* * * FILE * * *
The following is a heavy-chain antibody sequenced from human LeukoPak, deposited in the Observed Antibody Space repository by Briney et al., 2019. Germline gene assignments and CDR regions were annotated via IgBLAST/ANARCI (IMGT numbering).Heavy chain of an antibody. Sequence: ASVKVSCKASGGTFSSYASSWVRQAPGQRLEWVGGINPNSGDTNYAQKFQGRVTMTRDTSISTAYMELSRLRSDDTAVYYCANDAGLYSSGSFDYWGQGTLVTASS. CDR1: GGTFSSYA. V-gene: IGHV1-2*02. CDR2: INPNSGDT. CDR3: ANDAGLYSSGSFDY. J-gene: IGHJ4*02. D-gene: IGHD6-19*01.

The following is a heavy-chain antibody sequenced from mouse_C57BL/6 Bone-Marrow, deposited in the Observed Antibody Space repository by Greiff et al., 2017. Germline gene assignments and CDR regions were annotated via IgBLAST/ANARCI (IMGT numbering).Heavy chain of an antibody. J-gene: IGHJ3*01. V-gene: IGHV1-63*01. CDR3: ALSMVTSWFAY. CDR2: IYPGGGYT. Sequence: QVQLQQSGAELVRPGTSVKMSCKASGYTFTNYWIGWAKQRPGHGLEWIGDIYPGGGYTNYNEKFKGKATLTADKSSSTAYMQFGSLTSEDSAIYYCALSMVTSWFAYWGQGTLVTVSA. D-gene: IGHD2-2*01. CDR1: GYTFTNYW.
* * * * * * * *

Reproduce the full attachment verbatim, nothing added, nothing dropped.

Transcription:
The following is a heavy-chain antibody sequenced from human LeukoPak, deposited in the Observed Antibody Space repository by Briney et al., 2019. Germline gene assignments and CDR regions were annotated via IgBLAST/ANARCI (IMGT numbering).Heavy chain of an antibody. Sequence: ASVKVSCKASGGTFSSYASSWVRQAPGQRLEWVGGINPNSGDTNYAQKFQGRVTMTRDTSISTAYMELSRLRSDDTAVYYCANDAGLYSSGSFDYWGQGTLVTASS. CDR1: GGTFSSYA. V-gene: IGHV1-2*02. CDR2: INPNSGDT. CDR3: ANDAGLYSSGSFDY. J-gene: IGHJ4*02. D-gene: IGHD6-19*01.

The following is a heavy-chain antibody sequenced from mouse_C57BL/6 Bone-Marrow, deposited in the Observed Antibody Space repository by Greiff et al., 2017. Germline gene assignments and CDR regions were annotated via IgBLAST/ANARCI (IMGT numbering).Heavy chain of an antibody. J-gene: IGHJ3*01. V-gene: IGHV1-63*01. CDR3: ALSMVTSWFAY. CDR2: IYPGGGYT. Sequence: QVQLQQSGAELVRPGTSVKMSCKASGYTFTNYWIGWAKQRPGHGLEWIGDIYPGGGYTNYNEKFKGKATLTADKSSSTAYMQFGSLTSEDSAIYYCALSMVTSWFAYWGQGTLVTVSA. D-gene: IGHD2-2*01. CDR1: GYTFTNYW.